2. Novels set in another country or with main characters from other countries. Bonus points for characters who speak other languages. Some of my favorites include THE WEIGHT OF FEATHERS by Anna-Marie McLemore and THE GIRL WITH BORROWED WINGS by Rinsai Rosetti. Both of these are magical, delicious books that absolutely stole my heart. Light-hearted contemporary is not for me, but I can’t stop gushing about more serious books like SMALL DAMAGES by Beth Kephart (a contemporary set in Spain) and BLUE VOYAGE by Diana Renn (a mystery set in Turkey), which both transported me deep into their worlds.
  3. Verse novels. As the poetry editor at Young Adult Review Network, I love all kinds of poetry, including verse novels. Some of my favorite YA verse novels include A TIME TO DANCE by Padma Venkatraman, AUDACITY by Melanie Crowder, and BROWN GIRL DREAMING by Jacqueline Woodson. I also fell hard for THE CROSSOVER by Kwame Alexander even though a basketball novel didn’t sound at all like my thing.

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As you can see from these examples, I’m drawn to tragic rather than light reads, literary over commercial, and I prefer to cry rather than laugh over a good book. I like a little magic/fantasy, but I prefer those with very different settings, like Norway in Ingrid Paulson’s VALKYRIE RISING or China in Cindy Pon’s SERPENTINE. Between character, beautiful writing, and plot, beautiful writing always wins me over. I love multiple points of view, diverse characters, weird timelines, unlikable heroines, and unlikely friendships or romances. My personality is likewise pretty serious. You can expect few (if any) GIFS, jokes, and pop culture references from me, but you can also expect my undying devotion and passion in helping you make your project all it can be.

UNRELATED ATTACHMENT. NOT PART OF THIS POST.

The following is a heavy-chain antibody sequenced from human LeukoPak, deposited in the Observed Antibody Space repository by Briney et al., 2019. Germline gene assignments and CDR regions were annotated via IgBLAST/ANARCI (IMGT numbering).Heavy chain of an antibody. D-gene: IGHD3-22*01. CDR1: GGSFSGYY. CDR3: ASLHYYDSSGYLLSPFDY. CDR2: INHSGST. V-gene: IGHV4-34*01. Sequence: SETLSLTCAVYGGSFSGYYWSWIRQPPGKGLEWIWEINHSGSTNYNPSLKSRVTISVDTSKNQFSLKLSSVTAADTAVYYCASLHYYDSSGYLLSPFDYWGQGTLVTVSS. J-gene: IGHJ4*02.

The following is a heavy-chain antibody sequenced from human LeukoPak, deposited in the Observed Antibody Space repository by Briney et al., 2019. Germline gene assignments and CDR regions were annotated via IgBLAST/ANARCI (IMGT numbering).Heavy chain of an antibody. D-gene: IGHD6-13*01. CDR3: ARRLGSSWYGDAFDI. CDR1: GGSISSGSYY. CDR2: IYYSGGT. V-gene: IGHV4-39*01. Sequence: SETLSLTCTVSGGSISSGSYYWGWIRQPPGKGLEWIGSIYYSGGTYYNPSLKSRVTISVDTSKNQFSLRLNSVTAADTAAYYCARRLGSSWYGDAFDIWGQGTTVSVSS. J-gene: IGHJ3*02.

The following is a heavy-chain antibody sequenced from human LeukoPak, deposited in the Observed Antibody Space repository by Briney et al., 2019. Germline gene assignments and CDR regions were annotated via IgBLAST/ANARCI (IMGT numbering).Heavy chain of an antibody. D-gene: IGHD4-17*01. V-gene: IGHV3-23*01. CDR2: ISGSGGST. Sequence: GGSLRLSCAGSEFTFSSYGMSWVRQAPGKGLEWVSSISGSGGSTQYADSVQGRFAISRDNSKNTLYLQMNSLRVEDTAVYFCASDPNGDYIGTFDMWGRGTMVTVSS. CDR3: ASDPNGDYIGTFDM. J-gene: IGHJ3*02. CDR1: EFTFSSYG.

So what can I do for you? I am a plotter, and can share what I’ve learned from plotting and outlining workshops to help identify plot holes and areas that could benefit from higher stakes and bigger twists. I specialize in multiple points of view and making individual voices in casts of characters unique. I also know firsthand how hard it is to achieve a balance between setting details and too much backstory, and I have had plenty of experience both revising and rewriting my own manuscripts from scratch, as well as helping critique partners identify problem areas in their stories.

If we end up working together, you can expect a full edit letter on your manuscript, as well as whatever level of support you need to get through revisions over email, twitter, gchat, whatsapp, and/or DMs. I like talking on the phone about as much as I like GIFs.

If you’re not sure if your project is right for me, feel free to ask in the comments. Best of luck to all!

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Favorite Craft Books

CraftBooksIn this pre-PitchWars season, I thought it might be helpful to share some of my favorite craft books in case anyone is struggling with preparations. Critique partners and beta readers are excellent (essential!) in pointing out any issues in a manuscript, but because in the end, the fixing of any issues come down to you, the writer, the right guide can sometimes help you see solutions that you’re unable to pinpoint on your own. A quick summary of some of my favorites:

  • READING LIKE A WRITER by Francine Prose. I picked this one up because I love Prose’s fiction, but this book is a great guide at any stage in the process. The premise is that creative writing can be taught through close readings of masterpieces, outlining how to do so looking at everything from words to characters to dialogue. It also serves to remind that there’s no substitute to reading recently published books in your genre.
  • SAVE THE CAT by Blake Snyder. Originally a guide for screenwriters, this book walks writers through a “beat sheet” with details on how to nail down a manuscript’s structure. Though most helpful in the initial outlining stage, this is also a great tool in working through any plot issues in revisions.